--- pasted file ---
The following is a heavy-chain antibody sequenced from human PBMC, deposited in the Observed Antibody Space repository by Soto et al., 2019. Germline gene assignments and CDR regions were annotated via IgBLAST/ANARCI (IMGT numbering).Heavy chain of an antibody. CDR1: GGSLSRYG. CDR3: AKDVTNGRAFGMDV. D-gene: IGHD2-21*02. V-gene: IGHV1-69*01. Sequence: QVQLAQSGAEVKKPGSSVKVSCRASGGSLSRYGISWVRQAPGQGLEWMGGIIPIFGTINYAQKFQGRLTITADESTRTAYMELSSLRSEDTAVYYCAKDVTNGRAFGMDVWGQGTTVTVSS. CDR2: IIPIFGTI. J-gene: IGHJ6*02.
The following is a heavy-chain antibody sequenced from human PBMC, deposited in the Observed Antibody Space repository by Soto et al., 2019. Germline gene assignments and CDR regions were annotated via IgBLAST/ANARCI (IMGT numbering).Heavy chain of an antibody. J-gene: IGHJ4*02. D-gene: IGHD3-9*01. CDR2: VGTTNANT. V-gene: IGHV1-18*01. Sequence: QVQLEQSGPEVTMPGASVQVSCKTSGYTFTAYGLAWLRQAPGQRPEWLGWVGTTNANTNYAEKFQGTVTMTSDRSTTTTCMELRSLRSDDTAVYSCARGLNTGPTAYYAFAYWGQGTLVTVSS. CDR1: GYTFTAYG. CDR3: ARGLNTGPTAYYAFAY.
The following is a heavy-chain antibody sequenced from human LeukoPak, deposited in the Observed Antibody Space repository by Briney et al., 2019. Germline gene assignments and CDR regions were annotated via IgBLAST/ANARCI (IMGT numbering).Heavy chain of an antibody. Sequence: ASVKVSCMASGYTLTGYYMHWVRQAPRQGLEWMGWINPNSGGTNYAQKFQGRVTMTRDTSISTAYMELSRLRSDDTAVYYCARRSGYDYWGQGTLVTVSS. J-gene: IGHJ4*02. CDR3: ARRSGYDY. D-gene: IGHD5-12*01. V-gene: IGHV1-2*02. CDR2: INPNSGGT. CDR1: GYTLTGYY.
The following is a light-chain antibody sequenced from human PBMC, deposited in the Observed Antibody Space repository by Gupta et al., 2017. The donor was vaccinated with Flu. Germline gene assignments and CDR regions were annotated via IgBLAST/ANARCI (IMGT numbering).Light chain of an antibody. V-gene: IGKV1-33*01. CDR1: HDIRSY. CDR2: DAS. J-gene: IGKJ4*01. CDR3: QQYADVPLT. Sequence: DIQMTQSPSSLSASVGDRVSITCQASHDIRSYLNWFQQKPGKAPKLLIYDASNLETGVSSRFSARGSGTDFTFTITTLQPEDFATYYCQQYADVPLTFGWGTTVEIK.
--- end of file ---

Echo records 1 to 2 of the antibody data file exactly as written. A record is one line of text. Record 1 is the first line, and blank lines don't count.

The following is a heavy-chain antibody sequenced from human PBMC, deposited in the Observed Antibody Space repository by Soto et al., 2019. Germline gene assignments and CDR regions were annotated via IgBLAST/ANARCI (IMGT numbering).Heavy chain of an antibody. CDR1: GGSLSRYG. CDR3: AKDVTNGRAFGMDV. D-gene: IGHD2-21*02. V-gene: IGHV1-69*01. Sequence: QVQLAQSGAEVKKPGSSVKVSCRASGGSLSRYGISWVRQAPGQGLEWMGGIIPIFGTINYAQKFQGRLTITADESTRTAYMELSSLRSEDTAVYYCAKDVTNGRAFGMDVWGQGTTVTVSS. CDR2: IIPIFGTI. J-gene: IGHJ6*02.
The following is a heavy-chain antibody sequenced from human PBMC, deposited in the Observed Antibody Space repository by Soto et al., 2019. Germline gene assignments and CDR regions were annotated via IgBLAST/ANARCI (IMGT numbering).Heavy chain of an antibody. J-gene: IGHJ4*02. D-gene: IGHD3-9*01. CDR2: VGTTNANT. V-gene: IGHV1-18*01. Sequence: QVQLEQSGPEVTMPGASVQVSCKTSGYTFTAYGLAWLRQAPGQRPEWLGWVGTTNANTNYAEKFQGTVTMTSDRSTTTTCMELRSLRSDDTAVYSCARGLNTGPTAYYAFAYWGQGTLVTVSS. CDR1: GYTFTAYG. CDR3: ARGLNTGPTAYYAFAY.